Alfvén, Scriabin, Vaughan Williams, Juon, Mägi, Raff
Bengt Forsberg, Tobias Ringborg, Mats Lidström, Leif Kaner-Lidström, Jakob Högström and more
The concerts are given in Allhelgonakyrkan Thursday 25 August through Saturday 27 August at 18.00 and Sunday 28 August at 14.00. Tickets are sold via ticketmaster.se and about 40 minutes before each concert in the church. Members of KVAH pay SEK 150 per concert, others SEK 200. People under 26 go for free. A festival pass to all four concerts costs SEK 450 for members – four concerts for the price of three. The same rule means that a festival pass for others costs SEK 600.
This year’s festival celebrates 6 anniversaries: Alfvén, Scriabin, Vaughan Williams, Juon, Mägi and Raff. Here' what the program looks like:
Thursday 25 August at 6 pm: Festival opening
Friday 26 August at 6 pm: Song, cello and piano plus a piano trio
Saturday 27 August at 6 pm: Small format but great variety
Sunday 28 August at 2 pm: Great chamber music - in all respects!
Festival - 6 JUBILEES
Every summer we arrange a festival at Allhelgonakyrkan. Bengt Forsberg and his musician friends such as Kati Raitinen, Tobias Ringborg and Cecilia Zilliacus gather during four intense concert days around a theme, which we illuminate through well-known and lesser-known works for solo instruments, duo, trio, quartet and so on. The 2021 festival culminated in Beethoven's septet. This year there will even be a nonet!
In 2022, Sweden celebrates Hugo Alfvén, born on May 1, 1872. Last year we celebrated Wilhelm Stenhammar, born just over a year earlier than Alfvén. He may now be regarded as Sweden's foremost composer, but Alfvén has remained the classical composer whose work has widest popularity. Midsummer vigil can seem calculating in its popular echoes of Swedish folk tone. But it is masterly written in a way that is typical of its time (it came 1903), and together with Zorn's paintings and Karlfeldt's poems it has shaped our image of Sweden in the decades around the year 1900. Fifty years later, Roslagsvår was something as unusual as an international hit song by a classical composer, and for hundreds of thousands of choir singers, Alfvén belongs to the standard repertoire.
While symphony orchestras and choirs celebrate Alfvén this year, we want to complement the image of him with works by his contemporaries. We put him in the context of the music world a hundred years ago. How does he resemble and how does he differ from some selected others, who like Alfvén were born in 1872? In 1922, his Russian coeval Aleksandr Scriabin had been dead for seven years, but especially his late works show currents in early 19th-century music that in an interesting way provide contrasts to Alfvén's national sentiment and somewhat pretentious striving to establish himself as a great and learned composer. Britain's Ralph Vaughan Williams' "Englishness" can be reminiscent of Alfvén's Swedishness, including how some of his works build on folk tunes. But he drew different conclusions than the Swede and continued to be productive until old age, while Alfvén over the years had difficulty creating something new. (Vaughan Williams died 1958.)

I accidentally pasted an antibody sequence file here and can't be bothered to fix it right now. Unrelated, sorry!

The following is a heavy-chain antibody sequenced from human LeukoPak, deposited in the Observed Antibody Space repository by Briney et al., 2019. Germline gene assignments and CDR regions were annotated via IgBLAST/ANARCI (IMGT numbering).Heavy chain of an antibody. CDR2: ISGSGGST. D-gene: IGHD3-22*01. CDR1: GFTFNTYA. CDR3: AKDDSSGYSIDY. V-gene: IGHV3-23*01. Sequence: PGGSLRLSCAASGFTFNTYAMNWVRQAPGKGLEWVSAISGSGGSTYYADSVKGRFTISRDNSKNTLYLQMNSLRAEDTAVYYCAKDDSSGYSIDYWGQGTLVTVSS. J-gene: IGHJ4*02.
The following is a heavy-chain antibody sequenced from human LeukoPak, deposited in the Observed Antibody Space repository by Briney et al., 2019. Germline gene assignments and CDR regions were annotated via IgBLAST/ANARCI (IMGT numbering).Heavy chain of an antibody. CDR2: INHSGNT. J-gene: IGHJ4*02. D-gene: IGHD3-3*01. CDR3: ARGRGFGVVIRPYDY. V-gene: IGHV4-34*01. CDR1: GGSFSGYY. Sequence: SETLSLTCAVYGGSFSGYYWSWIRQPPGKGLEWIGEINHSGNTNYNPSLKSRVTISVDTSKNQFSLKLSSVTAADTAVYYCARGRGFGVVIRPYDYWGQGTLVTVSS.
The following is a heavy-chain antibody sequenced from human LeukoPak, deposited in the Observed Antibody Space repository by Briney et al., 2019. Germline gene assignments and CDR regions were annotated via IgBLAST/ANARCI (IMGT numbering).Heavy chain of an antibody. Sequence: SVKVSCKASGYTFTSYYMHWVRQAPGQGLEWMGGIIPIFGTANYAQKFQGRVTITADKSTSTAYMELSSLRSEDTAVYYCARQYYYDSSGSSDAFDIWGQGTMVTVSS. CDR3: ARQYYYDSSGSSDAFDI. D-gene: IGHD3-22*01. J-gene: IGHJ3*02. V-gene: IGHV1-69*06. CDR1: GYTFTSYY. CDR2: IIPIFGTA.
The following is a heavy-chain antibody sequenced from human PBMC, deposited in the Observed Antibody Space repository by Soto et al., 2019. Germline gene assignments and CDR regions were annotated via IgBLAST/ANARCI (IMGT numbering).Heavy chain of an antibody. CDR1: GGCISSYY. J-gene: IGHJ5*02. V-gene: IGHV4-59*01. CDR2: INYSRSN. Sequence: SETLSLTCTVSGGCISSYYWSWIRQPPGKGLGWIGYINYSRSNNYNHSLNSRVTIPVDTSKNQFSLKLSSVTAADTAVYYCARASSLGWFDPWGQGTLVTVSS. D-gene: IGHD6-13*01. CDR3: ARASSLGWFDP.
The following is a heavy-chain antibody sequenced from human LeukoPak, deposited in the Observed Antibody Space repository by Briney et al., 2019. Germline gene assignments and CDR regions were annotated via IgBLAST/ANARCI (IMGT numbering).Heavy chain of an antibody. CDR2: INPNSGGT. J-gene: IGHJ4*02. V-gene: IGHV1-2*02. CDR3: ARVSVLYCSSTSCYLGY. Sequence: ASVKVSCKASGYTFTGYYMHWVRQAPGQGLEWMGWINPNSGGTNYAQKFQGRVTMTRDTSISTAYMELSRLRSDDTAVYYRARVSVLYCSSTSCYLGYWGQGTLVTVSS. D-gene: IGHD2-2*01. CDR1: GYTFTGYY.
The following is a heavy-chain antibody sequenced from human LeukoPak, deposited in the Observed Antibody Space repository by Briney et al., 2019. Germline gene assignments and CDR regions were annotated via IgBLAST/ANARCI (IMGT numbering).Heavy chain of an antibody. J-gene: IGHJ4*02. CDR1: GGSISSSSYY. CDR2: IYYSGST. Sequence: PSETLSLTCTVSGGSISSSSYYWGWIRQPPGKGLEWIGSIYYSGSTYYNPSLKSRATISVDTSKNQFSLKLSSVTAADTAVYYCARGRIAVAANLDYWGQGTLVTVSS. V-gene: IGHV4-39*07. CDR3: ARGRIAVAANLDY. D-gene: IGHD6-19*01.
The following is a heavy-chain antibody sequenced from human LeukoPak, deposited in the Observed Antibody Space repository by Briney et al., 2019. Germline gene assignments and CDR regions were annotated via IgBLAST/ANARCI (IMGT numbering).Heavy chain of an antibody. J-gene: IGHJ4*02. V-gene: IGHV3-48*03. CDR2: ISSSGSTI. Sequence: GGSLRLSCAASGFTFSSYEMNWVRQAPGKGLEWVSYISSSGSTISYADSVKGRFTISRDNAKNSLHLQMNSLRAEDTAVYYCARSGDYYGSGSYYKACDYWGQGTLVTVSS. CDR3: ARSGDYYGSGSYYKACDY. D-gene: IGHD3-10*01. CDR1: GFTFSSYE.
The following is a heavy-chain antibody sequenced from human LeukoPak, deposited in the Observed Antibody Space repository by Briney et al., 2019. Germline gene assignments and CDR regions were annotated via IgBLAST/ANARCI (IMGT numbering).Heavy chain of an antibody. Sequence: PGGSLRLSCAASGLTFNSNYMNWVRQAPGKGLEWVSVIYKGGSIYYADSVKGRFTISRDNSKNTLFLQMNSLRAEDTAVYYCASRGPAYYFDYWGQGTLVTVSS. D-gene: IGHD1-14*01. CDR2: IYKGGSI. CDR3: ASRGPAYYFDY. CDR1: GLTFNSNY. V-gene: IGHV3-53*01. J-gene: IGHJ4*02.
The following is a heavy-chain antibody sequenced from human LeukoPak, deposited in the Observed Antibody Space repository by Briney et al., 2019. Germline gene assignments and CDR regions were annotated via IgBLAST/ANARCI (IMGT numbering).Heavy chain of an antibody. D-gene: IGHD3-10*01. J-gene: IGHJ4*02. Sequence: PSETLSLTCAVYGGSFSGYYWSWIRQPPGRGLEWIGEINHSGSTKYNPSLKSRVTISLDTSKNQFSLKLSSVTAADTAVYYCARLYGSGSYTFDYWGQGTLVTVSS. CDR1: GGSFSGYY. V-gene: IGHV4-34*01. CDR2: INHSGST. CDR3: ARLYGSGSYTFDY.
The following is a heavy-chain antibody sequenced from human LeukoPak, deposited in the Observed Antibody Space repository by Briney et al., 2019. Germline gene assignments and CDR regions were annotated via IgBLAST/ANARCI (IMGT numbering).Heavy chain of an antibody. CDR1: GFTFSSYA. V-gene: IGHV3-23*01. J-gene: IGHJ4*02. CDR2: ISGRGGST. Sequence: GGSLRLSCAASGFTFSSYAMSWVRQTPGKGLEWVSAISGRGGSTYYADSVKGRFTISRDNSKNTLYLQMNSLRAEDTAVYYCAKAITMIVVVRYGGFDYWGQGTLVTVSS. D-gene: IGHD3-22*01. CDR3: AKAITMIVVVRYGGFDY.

When Alfvén and VW (as contemporary Englishmen abbreviated his name) established themselves at the end of the 19th century, neither Sweden nor Great Britain were internationally known for their music, unlike Russia whose Tchaikovsky (and several others) wrote works which soon were picked up by concert organisers all over the world – faithful to established formats but with a distinctive national character. Maybe this gave Scriabin the freedom to go his own, more international ways?
The balance between the national and the global was part of the times of rapid change that Alfvén and his contemporaries lived through, with the First World War as both a caesura and a harbinger of new times. Symbolism, the dissolution of established truths in art, music, literature and theatre, new communications and technologies all meant that the social classes who dominated cultural life saw themselves as Modern. It resembles how our generation a hundred years later has talked about globalization and followed trends that spread between continents. A fourth composer born in 1872 seems to have been such a cosmopolitan: Paul Juon. Born of Swiss immigrants in Tsarist Russia, he became an influential music professor in Berlin in the 1920s and then moved "home" to his ancestral Switzerland, where he had never lived during his active life.
Which composers did these four have to relate to, and can we trace common influences? Turn-of-the-century trends around the year 1900 included both the emphasis on domestic roots that we find in Alfvén and Zorn, and the mystic visions of Scriabin or Hilma af Klint. Juon was a skilled teacher of counterpoint and age-old music formats, Alfvén director musices at Uppsala University – how did their formal knowledge impact how they absorbed such contemporary trends?